Through the use of AI, which finds patterns and trends that were not visible previously, the IRS also will focus on large partnerships in two ways, Werfel said. First, it will audit 75 specific partnerships with over $10 billion in assets on average. And starting in October, the Service will mail a compliance alert to hundreds of partnerships with over $10 million in assets where the IRS discovered discrepancies between end-of-year balances compared to beginning balances in the following year.

Large partnerships "are some of the complex cases the IRS faces," he said. "And it involves a wide range of industries and activities where it's been far too easy for tax evaders to cut corners. The IRS has simply not had enough resources and staffing to address partnerships."

Other areas under new compliance scrutiny include:

  • Expanded work on digital assets. Following last month's release of proposed regulations for broker reporting (REG-122793-19), the IRS Virtual Currency Compliance Campaign, which began in 2018, will continue. A review showed the potential for a 75% noncompliance rate among taxpayers identified through record production from digital currency exchanges.
  • More scrutiny of FBAR violations. A U.S. person with a financial interest in a foreign financial account is required to file a FinCEN Form 114, Report of Foreign Bank and Financial Accounts (FBAR), if the aggregate value of all foreign financial accounts is over $10,000 at any time. An IRS analysis of multiyear filing patterns identified hundreds of possible FBAR nonfilers with account balances that average over $1.4 million. The IRS plans to audit what it considers to be "the most egregious potential non-filer FBAR cases" in fiscal year 2024.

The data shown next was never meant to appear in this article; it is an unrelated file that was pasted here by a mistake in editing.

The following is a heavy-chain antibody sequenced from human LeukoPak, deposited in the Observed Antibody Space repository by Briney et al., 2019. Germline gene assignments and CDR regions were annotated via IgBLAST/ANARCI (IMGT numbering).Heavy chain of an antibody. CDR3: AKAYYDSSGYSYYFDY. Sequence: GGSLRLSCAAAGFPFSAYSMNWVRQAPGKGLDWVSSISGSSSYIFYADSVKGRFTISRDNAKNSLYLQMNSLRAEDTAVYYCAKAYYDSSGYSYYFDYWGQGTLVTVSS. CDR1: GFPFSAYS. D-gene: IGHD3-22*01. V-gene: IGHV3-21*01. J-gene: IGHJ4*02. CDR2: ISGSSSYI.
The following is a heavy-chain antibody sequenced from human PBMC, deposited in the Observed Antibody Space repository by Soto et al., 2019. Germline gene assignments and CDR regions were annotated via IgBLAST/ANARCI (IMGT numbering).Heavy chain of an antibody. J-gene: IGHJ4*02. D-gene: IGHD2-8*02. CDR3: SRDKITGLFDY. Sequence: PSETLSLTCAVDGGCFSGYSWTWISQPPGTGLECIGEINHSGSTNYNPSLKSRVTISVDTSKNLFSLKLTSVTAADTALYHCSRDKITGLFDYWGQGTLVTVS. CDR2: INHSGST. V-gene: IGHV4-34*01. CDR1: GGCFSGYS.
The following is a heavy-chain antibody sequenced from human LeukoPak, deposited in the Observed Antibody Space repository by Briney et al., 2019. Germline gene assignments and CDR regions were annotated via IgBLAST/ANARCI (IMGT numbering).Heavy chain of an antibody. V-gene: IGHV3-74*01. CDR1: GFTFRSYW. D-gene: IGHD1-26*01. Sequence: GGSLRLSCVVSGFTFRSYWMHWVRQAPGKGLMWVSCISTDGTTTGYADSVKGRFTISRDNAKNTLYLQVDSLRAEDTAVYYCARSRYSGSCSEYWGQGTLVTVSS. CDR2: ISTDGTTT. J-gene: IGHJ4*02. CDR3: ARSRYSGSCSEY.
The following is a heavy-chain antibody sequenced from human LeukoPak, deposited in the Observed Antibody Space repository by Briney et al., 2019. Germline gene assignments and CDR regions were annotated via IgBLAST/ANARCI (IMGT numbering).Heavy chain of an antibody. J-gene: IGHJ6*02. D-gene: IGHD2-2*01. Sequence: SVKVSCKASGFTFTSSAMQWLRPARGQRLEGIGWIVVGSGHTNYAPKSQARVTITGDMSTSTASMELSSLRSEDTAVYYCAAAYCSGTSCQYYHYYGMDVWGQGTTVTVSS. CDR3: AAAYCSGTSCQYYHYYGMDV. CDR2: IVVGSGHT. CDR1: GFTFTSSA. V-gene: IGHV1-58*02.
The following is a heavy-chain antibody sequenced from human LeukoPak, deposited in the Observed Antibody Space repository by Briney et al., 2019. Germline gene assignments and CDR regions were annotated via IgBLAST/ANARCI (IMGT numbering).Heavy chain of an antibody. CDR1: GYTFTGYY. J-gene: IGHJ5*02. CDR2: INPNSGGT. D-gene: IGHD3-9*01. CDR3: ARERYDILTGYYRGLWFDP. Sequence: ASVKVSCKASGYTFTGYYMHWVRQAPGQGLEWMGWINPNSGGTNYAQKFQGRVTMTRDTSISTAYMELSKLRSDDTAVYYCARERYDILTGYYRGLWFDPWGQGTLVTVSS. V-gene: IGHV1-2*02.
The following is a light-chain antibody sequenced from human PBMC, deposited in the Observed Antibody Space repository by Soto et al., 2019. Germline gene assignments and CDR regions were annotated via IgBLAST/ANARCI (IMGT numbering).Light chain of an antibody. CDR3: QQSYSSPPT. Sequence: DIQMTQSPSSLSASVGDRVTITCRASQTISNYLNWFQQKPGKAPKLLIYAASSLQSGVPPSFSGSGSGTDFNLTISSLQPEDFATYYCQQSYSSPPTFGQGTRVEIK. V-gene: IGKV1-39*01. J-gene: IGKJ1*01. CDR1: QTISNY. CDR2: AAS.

• Labor brokers. The IRS says it has seen instances where construction contractors are making Form 1099 payments to an apparent subcontractor that is really a shell company with no legitimate business relationship with the contractor. This money then flows back to the original contractor. The IRS plans to conduct both civil audits and criminal investigations.

Scammers and fraudsters frequently target taxpayers with more modest incomes by promising inflated earned income tax credit refunds or tricking people into tax-related identity theft, Werfel said. The IRS will continue its work to ensure audit fairness; protect taxpayers from scams and schemes; and protect against identity theft, he said.

Cuts to the IRS budget during the 10 years preceding the Inflation Reduction Act "enabled wealthy individuals, large partnerships, complex and large corporations to come up with increasingly creative ways of reaching their most tax-advantaged status," Werfel said. "The issue is that in many of those cases they took steps that are technically tax evasion under the tax law, and that's where this focus is. We now have the ability to invest in analytic capacity, people capacity and technology capacity to catch up from 10 years of under-investment and to establish a new expectation across our wealthy filers that we have the ability now to see where income is being shielded where it should not be shielded."

— To comment on this article or to suggest an idea for another article, contact Martha Waggoner at, with the Journal of Accountancy.